A number of ancient cultures considered criminal activity as the actions of a person in a diseased state and held the attitude they had to be “cured” to rectify the problem in a permanent way. While there is certainly a necessary “punishment” and “reparations” part of dealing with criminal offense, balancing that with a curative component could be key to lessing future problems.
The idea of pharmaceutical intervention to prevent crime is sure to cause some controversy in some circles. For instance, if this truly proves to be “effective,” will we start drugging certain elements of the population as a preemptive measure? What type of test will determine who will be required to take these drugs as a preventative measure? Will it be just people who have been diagnosed as bipolar or schizophrenic or will it include members of populations affected by high crime rates that could have more to do with economic and political conditions?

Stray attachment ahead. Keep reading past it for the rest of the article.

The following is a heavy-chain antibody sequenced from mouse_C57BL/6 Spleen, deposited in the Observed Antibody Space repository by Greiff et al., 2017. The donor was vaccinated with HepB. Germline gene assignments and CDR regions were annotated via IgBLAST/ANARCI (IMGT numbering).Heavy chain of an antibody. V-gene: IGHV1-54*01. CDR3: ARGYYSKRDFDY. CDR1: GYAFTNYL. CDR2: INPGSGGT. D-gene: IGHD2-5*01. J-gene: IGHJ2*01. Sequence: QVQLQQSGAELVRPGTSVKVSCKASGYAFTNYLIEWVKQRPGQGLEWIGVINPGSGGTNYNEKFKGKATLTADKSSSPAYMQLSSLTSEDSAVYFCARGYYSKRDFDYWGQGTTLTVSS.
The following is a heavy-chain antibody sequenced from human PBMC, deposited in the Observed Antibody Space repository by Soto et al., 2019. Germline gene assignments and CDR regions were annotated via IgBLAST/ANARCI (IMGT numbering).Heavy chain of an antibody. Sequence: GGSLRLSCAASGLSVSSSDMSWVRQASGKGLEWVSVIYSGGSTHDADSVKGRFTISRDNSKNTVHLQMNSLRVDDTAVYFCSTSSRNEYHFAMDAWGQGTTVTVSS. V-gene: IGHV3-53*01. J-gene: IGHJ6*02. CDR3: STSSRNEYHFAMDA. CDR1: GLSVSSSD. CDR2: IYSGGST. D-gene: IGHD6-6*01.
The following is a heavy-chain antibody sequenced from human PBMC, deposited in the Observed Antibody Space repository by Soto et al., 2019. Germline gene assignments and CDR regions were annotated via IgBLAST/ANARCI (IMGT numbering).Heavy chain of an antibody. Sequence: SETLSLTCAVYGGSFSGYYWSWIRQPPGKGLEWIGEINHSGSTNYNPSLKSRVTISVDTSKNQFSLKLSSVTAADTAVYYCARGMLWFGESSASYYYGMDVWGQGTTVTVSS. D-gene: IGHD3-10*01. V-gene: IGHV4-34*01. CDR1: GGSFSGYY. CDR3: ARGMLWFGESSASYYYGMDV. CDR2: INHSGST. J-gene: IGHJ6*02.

Whatever the case, it will be interesting to follow the dialogue surrounding this study.
Antipsychotics linked to reduced rates of violent crime
Use of antipsychotic medication has been linked to a significantly reduced risk of psychiatric patients committing violent crime, according to new research published in The Lancet. The study also records an association between mood-stabilizing drugs for people with bipolar disorder and a reduced rate of violent crime.
People with schizophrenia or bipolar disorder are most likely to use antipsychotic treatments such as clozapine or risperidone, or mood-stabilizing drugs such as lithium and carbamazepine. These increasingly popular drugs are known to put psychiatric patients at less risk of relapse and rehospitalization.
However, there has been little research examining how these drugs influence potential adverse outcomes in the community, such as violent behavior.
Violent behavior, the new study notes, is one of the most important adverse outcomes for patients with psychiatric disorders. Previous research has shown that the relative risk of violence against others is four times higher in schizophrenia patients than in the general population.
The risk of interpersonal violence in people with bipolar disorder, meanwhile, is “substantially increased” when the patient is misusing substances.